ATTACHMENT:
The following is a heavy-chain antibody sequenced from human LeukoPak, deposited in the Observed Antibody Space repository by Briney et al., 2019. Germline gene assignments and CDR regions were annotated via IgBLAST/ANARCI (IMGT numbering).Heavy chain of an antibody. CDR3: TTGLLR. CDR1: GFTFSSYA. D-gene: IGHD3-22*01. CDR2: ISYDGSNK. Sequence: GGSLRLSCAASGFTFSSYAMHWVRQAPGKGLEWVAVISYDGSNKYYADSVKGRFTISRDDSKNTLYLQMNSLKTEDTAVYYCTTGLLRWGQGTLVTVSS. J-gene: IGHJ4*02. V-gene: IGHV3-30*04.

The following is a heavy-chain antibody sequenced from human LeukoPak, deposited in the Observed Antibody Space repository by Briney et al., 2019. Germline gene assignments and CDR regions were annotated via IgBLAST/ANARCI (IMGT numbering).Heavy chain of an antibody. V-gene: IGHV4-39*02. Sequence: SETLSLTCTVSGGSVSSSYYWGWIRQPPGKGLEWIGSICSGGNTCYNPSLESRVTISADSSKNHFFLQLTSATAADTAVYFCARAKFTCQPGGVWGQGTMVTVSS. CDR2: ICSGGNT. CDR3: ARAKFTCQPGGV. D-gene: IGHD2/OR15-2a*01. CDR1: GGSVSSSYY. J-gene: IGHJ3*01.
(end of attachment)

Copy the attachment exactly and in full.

The following is a heavy-chain antibody sequenced from human LeukoPak, deposited in the Observed Antibody Space repository by Briney et al., 2019. Germline gene assignments and CDR regions were annotated via IgBLAST/ANARCI (IMGT numbering).Heavy chain of an antibody. CDR3: TTGLLR. CDR1: GFTFSSYA. D-gene: IGHD3-22*01. CDR2: ISYDGSNK. Sequence: GGSLRLSCAASGFTFSSYAMHWVRQAPGKGLEWVAVISYDGSNKYYADSVKGRFTISRDDSKNTLYLQMNSLKTEDTAVYYCTTGLLRWGQGTLVTVSS. J-gene: IGHJ4*02. V-gene: IGHV3-30*04.

The following is a heavy-chain antibody sequenced from human LeukoPak, deposited in the Observed Antibody Space repository by Briney et al., 2019. Germline gene assignments and CDR regions were annotated via IgBLAST/ANARCI (IMGT numbering).Heavy chain of an antibody. V-gene: IGHV4-39*02. Sequence: SETLSLTCTVSGGSVSSSYYWGWIRQPPGKGLEWIGSICSGGNTCYNPSLESRVTISADSSKNHFFLQLTSATAADTAVYFCARAKFTCQPGGVWGQGTMVTVSS. CDR2: ICSGGNT. CDR3: ARAKFTCQPGGV. D-gene: IGHD2/OR15-2a*01. CDR1: GGSVSSSYY. J-gene: IGHJ3*01.